A ROW over a council purge on roadside signs in Northumberland is set to result in a more positive approach to rural businesses and community groups which need to advertise their services and events.
A storm of protests erupted last summer when county council officials ordered the removal of a number of adverts which businesses and local organisations had put up to attract vital customers, visitors and trade.
Rural farm enterprises, pubs, the annual Glanton Show and a village football club were among those threatened with enforcement action – or even prosecution – unless they took down the roadside signs and banners.
The widespread anger over the crackdown led to council chief executive Steve Stewart ordering an internal review.
The findings will be discussed by the executive next month with a view to agreeing a consistent policy across Northumberland. A report seeking the views of scrutiny committee members next week says there is a difficult challenge in striking a balance between supporting rural enterprises and protecting Northumberland’s natural assets against unsightly clutter.
But the review has concluded that the council should adopt a “positive approach” to advertising signs to help support businesses and community groups.
North area development manager Peter Rutherford says this is conditional on adverts not compromising public safety on the roads or damaging local amenity.
The row erupted in July after The Journal revealed how the owners of the award-winning, 32-job Country Barn farm and coffee shop at Widdrington near Morpeth were ordered to take down four signs telling customers and visitors how to find them.
Sarah and Hugh Annett said the roadside signs, which had been in place for five years, were vital to the future of the business, which would be at risk of closure without them. Other victims of the council’s purge included the committee of the annual Glanton Show, Rothbury football club, publicans and other rural businesses.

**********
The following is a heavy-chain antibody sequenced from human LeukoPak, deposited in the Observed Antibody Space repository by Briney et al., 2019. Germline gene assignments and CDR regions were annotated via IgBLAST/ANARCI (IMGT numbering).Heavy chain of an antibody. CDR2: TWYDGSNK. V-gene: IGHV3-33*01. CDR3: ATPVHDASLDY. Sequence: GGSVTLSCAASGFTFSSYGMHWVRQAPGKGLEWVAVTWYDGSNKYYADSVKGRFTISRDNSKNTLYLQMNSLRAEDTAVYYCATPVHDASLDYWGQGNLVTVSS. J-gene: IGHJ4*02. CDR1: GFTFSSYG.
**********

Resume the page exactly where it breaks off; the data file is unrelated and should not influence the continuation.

In September Mr Stewart ordered the review into how the authority had handled the issue, and further enforcement action was temporarily halted.
Yesterday the suggested way forward was welcomed by Mrs Annett, whose business is now operating with just two of its original four advertising signs. She said: “It is very good to hear, and very welcome for other rural businesses, that they will take a more positive and sympathetic approach to advertising signs.
“When we were told to take down our signs in the summer it was clear how much business we lost.
“When we were allowed to put two of them back up we did a survey of customers in the shop, and about 90% of them said they found out about us through the roadside signs.
“That speaks volumes and if the council are going to be more lenient it is a step in the right direction.
“At the end of the day, safety is paramount but our argument was that the council had no evidence at all that our signs caused any accidents. Each case must be looked at individually.”
Next week the scrutiny committee will be recommended to support a move to a “cohesive and positive” policy to guide the business and local communities towards the display of outdoor advertisements, while minimising impacts on local amenity and public safety.
In his report Mr Rutherford says: “At a time when many small businesses are operating against a background of national austerity, there is a need to support enterprise and to retain as much economic activity as possible.”
He says the review will recommend guidance and policy statements pointing businesses and community groups more clearly in the direction of what they can do, rather than what they are not allowed to do. It will also set out how the council will exercise its enforcement powers on unauthorised advertisements.